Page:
'1mn died' from Afghan heroin, drug production '40 times higher' since NATO op
U.S. army soldier of the Battle company, 1-508 Parachute Infantry battalion, 4th Brigade Combat Team, 82nd Airborne Division, walks past cropped opium poppies during a patrol in Zahri district of Kandahar province, southern Afghanistan.(Reuters / Shamil Zhumatov)Heroin production in Afghanistan increased 40 times since NATO began its 'War on Terror’ in 2001, the head of Russia’s Federal Drug Control Service stated, adding that more than 1million people have died from Afghan heroin since then.
April 3, 2013
"Afghan heroin has killed more than 1 million people worldwide since the 'Operation Enduring Freedom’ began and over a trillion dollars has been invested into transnational organized crime from drug sales," Viktor Ivanov said at the conference on the drug situation in Afghanistan.
Ivanov stressed that the main factor of instability in the war-torn country remains the prosperous heroin industry.
"Any impartial observer must admit the sad fact that the international community has failed to curb heroin production in Afghanistan since the start of NATO’s operation."
According to his presentation at UN’s 56th session of the Commission on Narcotic Drugs in Vienna on March 11, opium growth has increased by 18 per cent from 131,000 hectares to 154,000.
As the situation in Afghanistan changed with NATO withdrawing its troops, Russia along with Afghanistan and the international community must face the new reality and develop an efficient strategy to deal with the heroin problem, explained Ivanov.
Opium production has been central to Afghanistan’s economy ever since US and NATO forces invaded in October 2001. Just before the invasion Taliban had implemented a ban on poppy growing, declaring it to be anti-Islam, which lowered the overall production. But after the West’s involvement, production resumed and now the country produces some 90 per cent of the world’s opium, the great bulk of which ends up on the streets of Europe and Russia.
US and NATO officials have been stuck in a Catch-22 fight against Afghan opium. At the UN Commission on Narcotic Drugs in Vienna in March, Ivanov stated that on the one hand, they are attempting to win the hearts and minds of the local population, which increasingly depends on the cultivation of opium poppy for their livelihood. On the other, they need to cut off finances to the Taliban insurgency, which is fueled by the sale of opium poppy to foreign markets.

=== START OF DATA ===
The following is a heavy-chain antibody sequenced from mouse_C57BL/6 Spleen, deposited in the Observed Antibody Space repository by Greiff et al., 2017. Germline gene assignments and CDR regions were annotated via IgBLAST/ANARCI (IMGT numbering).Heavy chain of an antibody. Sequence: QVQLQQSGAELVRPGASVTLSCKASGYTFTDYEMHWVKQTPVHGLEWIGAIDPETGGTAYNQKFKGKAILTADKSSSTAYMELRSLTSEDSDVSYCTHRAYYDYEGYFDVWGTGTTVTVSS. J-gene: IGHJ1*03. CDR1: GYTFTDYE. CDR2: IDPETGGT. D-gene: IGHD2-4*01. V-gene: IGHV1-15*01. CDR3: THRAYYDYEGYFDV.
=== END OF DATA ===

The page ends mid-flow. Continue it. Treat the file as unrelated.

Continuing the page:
About 15 per cent of Afghanistan’s Gross National Product depends on drug-related exports, which amounts business worth US$2.4 billion a year, according to UN 2012 figures.
Spokesman for Afghanistan's Counternarcotic Ministry Qayum Samir told Radio Free Europe on Monday that 157,000 hectares are being planted with poppies this spring, which is up by an estimated 3,000 hectares since last year. Samir argued that lack of security, lack of governance and widespread poverty are the reasons behind the increase in heroin production.
Moscow believes the simplest solutions are the most effective ones, and eradicating the country’s poppy fields is the key to solving the problem, underlined Viktor Ivanov.
But there is a big difference between how Russia and the US see the solution to the problem.
"Metaphorically speaking, instead of destroying the machine-gun nest, they suggest catching bullets flying from the machine-gun," Ivanov explained. "We suggest eradicating the narcotic plants altogether. As long as there are opium poppy fields, there will be trafficking."
"The US together with the Colombian government eradicates 200,000 hectares of coca bushes a year. In Afghanistan, only 2,000 hectares of poppy fields are being eradicated – one 100th of that amount," Ivanov pointed out.
And alongside the refusal to get rid of the poppies, there is the apparent interest of international banks in "dirty" money. Narcotics have nearly as large a share in total world trade as oil and gas, argued Ivanov in his presentation to UN.The head of Russia’s drug enforcement suggested US and European banks tacitly welcome and "encourage" the inflow of drug money, he explained.
Gil Kerlikovske, director of the Office of National Drug Control Policy in the executive office of the US president, told RT that "We can intercept and seize tons of narcotics, we can make arrests of traffickers, but we really need to choke off the funds that supply this."
Currently, Russia supports solutions proposing to improve social and institutional development in Afghanistan and discussing the problem at the international level.